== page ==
The magic of books

The magic of books


By Sarah Johnson/The Parenting Place


When I think about what made my life easier as a young mother, one of the first things that comes to mind is books. When my daughter was fussy or wired, she would settle down with a book. When we were feeling out of ideas about how to spend our time, we’d go to the library or the bookstore. When she had a question about a new idea or topic, we’d find a book about it.

March is Read Aloud Month, which gives me a great platform to share a belief that I hold dear: You’re never too young, or too old, to have someone read to you.

read aloud month

I remember holding my newborn baby as I read to her in the rocking chair. For a long time she showed no interest whatsoever in the book itself, but we did it anyway and it felt nice. Even though she didn’t understand the words at first, we were bonding and I knew instinctively that it was good for her in lots of ways.

Over the years, I have gained more knowledge about just exactly how it was good for her. Reach Out and Read, an organization that helps pediatricians across the country share books and reading support during office visits, points out the following:

  • Reading aloud stimulates language development even before a child can talk.
  • The nurturing and one-on-one attention from parents during reading aloud encourages children to form a positive association with books and reading later in life.
  • Reading aloud helps children build a stronger foundation for school success.

Read Aloud, a national nonprofit that promotes early literacy interactions, says, “reading aloud is the single most important thing a parent or caregiver can do to improve a child’s readiness to read and learn.”

So clearly, reading aloud to your young child is a good thing to do. Perhaps not so obvious is that reading aloud is still a good thing to do when your child is older and perfectly capable of reading on his or her own.

Our daughter loves to listen to audiobooks, and over the years this fact has saved more than one car trip from being a miserable experience. But sometimes she still asks one of us to read to her, and we usually comply. What I’ve noticed is that being read to allows her to decompress in a way that is very different than reading by herself.

When I or my husband read to her, one of two things usually happens: 1. She gets really creative, becoming totally engrossed in some project she has set up for herself; or 2. She becomes meditative, with no distractions other than perhaps watching the wind blow through the trees outside the window.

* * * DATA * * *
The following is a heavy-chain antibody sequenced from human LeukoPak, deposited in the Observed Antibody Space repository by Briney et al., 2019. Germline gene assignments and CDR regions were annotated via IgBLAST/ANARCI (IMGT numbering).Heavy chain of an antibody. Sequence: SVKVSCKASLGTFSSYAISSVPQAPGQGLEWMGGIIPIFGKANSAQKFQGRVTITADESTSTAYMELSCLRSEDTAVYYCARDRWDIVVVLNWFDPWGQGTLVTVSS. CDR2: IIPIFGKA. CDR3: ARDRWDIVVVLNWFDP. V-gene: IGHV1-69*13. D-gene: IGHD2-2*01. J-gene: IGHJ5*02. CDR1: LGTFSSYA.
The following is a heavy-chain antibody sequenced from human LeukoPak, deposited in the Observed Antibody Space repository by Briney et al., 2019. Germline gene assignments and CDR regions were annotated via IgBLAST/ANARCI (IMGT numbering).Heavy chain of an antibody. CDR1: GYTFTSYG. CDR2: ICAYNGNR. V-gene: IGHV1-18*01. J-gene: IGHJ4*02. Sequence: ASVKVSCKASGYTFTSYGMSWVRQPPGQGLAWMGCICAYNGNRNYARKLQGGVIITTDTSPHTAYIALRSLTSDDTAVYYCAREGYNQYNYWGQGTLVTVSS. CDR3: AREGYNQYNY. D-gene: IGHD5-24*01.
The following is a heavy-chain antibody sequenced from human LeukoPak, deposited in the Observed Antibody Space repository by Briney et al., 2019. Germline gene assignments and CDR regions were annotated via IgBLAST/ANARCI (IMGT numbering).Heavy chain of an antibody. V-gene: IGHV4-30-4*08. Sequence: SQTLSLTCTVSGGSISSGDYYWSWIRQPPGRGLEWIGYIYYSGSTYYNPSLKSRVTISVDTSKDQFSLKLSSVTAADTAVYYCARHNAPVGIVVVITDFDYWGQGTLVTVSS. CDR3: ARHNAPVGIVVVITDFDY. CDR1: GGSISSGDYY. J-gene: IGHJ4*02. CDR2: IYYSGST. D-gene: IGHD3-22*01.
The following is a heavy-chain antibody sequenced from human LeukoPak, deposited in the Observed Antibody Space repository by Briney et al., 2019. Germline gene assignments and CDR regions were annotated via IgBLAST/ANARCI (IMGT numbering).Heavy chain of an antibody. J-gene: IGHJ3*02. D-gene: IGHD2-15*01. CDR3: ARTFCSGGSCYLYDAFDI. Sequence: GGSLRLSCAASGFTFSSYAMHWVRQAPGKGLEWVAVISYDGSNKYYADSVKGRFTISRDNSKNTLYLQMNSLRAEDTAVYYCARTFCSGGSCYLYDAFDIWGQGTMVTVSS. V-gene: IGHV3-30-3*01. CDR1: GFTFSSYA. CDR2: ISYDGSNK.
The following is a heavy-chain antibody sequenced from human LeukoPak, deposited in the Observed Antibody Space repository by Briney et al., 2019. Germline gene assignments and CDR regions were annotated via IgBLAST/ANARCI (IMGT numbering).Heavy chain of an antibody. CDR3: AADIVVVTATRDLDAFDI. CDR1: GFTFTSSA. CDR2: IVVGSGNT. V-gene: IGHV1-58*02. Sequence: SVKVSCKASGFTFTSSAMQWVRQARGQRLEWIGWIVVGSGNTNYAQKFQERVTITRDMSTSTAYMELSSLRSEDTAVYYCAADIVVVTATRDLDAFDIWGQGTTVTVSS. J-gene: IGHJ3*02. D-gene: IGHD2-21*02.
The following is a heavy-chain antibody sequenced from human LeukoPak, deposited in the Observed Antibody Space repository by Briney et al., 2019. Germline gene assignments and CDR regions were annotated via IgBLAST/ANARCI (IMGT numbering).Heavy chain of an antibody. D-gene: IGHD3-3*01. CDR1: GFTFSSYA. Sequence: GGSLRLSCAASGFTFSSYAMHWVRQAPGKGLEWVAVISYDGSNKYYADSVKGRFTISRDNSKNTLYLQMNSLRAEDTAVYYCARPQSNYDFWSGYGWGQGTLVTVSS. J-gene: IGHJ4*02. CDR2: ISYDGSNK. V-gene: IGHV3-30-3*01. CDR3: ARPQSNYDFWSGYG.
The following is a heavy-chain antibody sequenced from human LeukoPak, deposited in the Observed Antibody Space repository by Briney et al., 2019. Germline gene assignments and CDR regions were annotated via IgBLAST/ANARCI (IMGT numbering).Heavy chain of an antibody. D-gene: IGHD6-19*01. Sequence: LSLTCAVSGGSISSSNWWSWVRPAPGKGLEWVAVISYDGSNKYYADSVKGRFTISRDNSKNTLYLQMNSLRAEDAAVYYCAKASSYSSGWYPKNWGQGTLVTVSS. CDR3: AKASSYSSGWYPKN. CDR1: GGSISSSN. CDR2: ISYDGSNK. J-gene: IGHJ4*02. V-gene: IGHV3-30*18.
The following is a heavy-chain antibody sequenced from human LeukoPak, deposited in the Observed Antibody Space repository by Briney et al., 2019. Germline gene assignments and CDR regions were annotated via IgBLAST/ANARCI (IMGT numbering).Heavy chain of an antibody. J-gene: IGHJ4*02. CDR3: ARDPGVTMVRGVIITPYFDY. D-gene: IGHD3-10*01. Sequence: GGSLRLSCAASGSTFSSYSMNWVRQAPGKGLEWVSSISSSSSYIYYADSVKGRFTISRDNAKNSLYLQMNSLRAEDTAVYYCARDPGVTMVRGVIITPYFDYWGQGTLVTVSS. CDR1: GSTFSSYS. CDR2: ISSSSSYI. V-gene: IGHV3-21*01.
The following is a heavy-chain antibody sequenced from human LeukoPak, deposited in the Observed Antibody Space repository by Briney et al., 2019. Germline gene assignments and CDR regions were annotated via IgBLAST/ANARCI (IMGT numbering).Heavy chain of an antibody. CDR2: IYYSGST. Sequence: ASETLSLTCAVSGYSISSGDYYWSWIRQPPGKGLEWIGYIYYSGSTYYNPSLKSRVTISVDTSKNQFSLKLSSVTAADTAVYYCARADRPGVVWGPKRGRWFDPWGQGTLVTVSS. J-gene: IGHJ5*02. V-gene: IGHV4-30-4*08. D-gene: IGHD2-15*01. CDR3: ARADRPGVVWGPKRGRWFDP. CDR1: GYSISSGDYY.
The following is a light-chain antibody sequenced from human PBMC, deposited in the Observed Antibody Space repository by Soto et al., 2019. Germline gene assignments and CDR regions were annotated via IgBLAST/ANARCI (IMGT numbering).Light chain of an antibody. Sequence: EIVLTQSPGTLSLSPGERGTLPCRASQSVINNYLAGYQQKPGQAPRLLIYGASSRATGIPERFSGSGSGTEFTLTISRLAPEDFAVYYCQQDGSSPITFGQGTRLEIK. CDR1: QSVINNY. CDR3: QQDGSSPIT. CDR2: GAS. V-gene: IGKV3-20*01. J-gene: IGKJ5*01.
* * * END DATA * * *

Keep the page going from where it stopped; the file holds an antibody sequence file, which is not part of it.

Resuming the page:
I have a friend who still reads to her fifth-grade daughter every night, and her experience has been similar. But perhaps the most appealing benefit, at least to me, is the fact that reading becomes a shared experience, a big kid version of the bonding that happened when we read to her as a small child.

I love this story of the dad who read to his daughter every night from 4th grade until she went to college. They ended each day with a bonding time based on books, and it meant so much to her that she wrote a book about it. Now that she is out on her own, he continues the tradition by reading aloud to senior citizens at a retirement home, and from the looks of this video, they are loving it. Further proof that the joy of reading aloud knows no age limit.

I encourage you to keep reading aloud in your routine even as your kids get older, and to look for ways to incorporate books into your time together. We are lucky, here in Mesa County, to have such a vibrant library system, with eight branches and events just about every day of the week. Learn more about our library here

The benefits go both ways. Whether it’s with your child or your grandma, celebrate Read Aloud Month with someone you love.

Sarah Johnson is a mother and coordinator of The Parenting Place. She is also a member of the Healthy Mesa County parenting action team. Read her every other Thursday on


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